Sunday, May 25, 2008

Vermont Sustainable Heating Initiative in Bristol

Last Tuesday morning we had one of the most exciting events in the short history of the Vermont Sustainable Heating Initiative. As one of our student members put it, it was "one of the most important things we've done."

Basically we gathered all the players in the Bristol biomass heating community to discuss a potential LIHEAP pilot program in that area. There were people from LIHEAP, the Vermont Sustainable Jobs Fund, ACORN, Norwich University, Pellet Vendors, Farmers, the Extension Service, the Bristol Selectboard, and two Addison County Legislators, among others.

It was (needless to say) very productive. We discussed the basic idea, and then broke up into sub-groups to address different aspects of the pilot project: the Human Side, the Burning Technology/Production & Farming side, aaaaaand Funding.

These committees will continue to meet, and hopefully make further headway. I was on the Human Side, which I'm particularly interested in as I would like to be certified to do Home Energy Audits in the future.

This will be followed by a meeting this Thursday in Montpelier about the heating situation in that area. We'll discuss a bulk purchase of pellets (or pellet purchasing co-op), and how we can make this transition. More on that to follow.

Two Books on Theology and Ecology

The Ecophysicsteacher has been in radio silence for the last month, but maybe that's just an indicator of my free time lately. So here on this Memorial Day weekend I find myself with time to read, write, and reflect on the last month's events.

Let's start with today and some books.

I recent read Serve God Save the Planet by J. Matthew Sleeth, which is basically a good introduction to the idea of Christian Ecological Stewardship. As someone who has been deep into this issue for a long time, I didn't necessarily find it challenging or novel, but for someone who is a non-scientist or a new Christian, this would be a great place to start. However, I must admit I was affected by the book. As a result of reading this book, I now wash my dishes by hand whenever I can (as it uses *far* less energy than a dishwasher), and I avoid red artificially colored foods. J. Matthew Sleeth, who is a doctor by trade, claims that most artificial red dyes are incredibly toxic to humans. No more cherry Kool-Aid for me!

I'm right smack in the middle of For the Beauty of the Earth by Steven Bouma-Prediger, which I just had to put down because it was so thought-provoking. I found the beginning compelling as he pushed the idea "We care for only what we love. We love only what we know. We truly know only what we experience." And so we must start with ecological literacy. We must know our place. After some meandering trips through different ecological habitats and statistics about the state of Earth, we were back to discussing theology. This is where I had to put the book down because it caused such a reaction in me. Basically the thrust of chapter 3 is that Christians are largely to blame for the destruction we currently see, and he cites four main reasons tied back to our flawed theology.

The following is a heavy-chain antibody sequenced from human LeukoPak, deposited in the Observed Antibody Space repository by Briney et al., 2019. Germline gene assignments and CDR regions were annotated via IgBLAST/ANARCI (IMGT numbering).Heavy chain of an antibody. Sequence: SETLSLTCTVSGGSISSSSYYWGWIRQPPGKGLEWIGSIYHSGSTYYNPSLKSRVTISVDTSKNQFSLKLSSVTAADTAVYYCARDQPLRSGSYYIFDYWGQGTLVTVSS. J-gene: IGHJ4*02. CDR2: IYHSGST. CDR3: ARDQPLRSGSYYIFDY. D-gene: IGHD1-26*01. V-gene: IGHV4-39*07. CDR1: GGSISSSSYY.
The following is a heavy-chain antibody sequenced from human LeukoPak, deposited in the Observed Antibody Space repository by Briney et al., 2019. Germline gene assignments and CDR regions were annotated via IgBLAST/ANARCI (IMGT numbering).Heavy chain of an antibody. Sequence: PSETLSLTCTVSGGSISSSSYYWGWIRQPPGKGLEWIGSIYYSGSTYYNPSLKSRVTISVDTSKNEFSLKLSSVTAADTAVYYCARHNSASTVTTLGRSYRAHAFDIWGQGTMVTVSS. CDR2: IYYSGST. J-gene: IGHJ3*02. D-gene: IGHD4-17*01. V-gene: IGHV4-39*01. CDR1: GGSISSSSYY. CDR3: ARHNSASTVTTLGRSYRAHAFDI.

1. Misinterpretation of Genesis 1:28, aka "the dominance clause".
2. Neo-gnostic dualism, e.g. "only the soul matters - not the body", transfered to "only the Spirit and saving souls matter, not the creation"
3. Misled End-Times Theology, such as "It will just get trashed anyway."
4. (An extension of #1) If we apply the Christian-born sense of mastery over nature to Science, Christians are largely to blame for the ecologically-conscienceless results Science and Technology have produced.

I find these ideas all too true. I have thought these things. I have seen other people in churches express these misunderstandings, and having put all these complaints against Christianity in one spot fills me with a sense of repentance. Which is one of the reasons I am writing this: You are my confessional. Previously I had thought that all people need to repent of their ecological mis-behavior, but now it seems clear to me that Christians (more than other folk) need to examine their ideas.

If environmental reconciliation is to occur within the church we will need to directly address these misconceptions.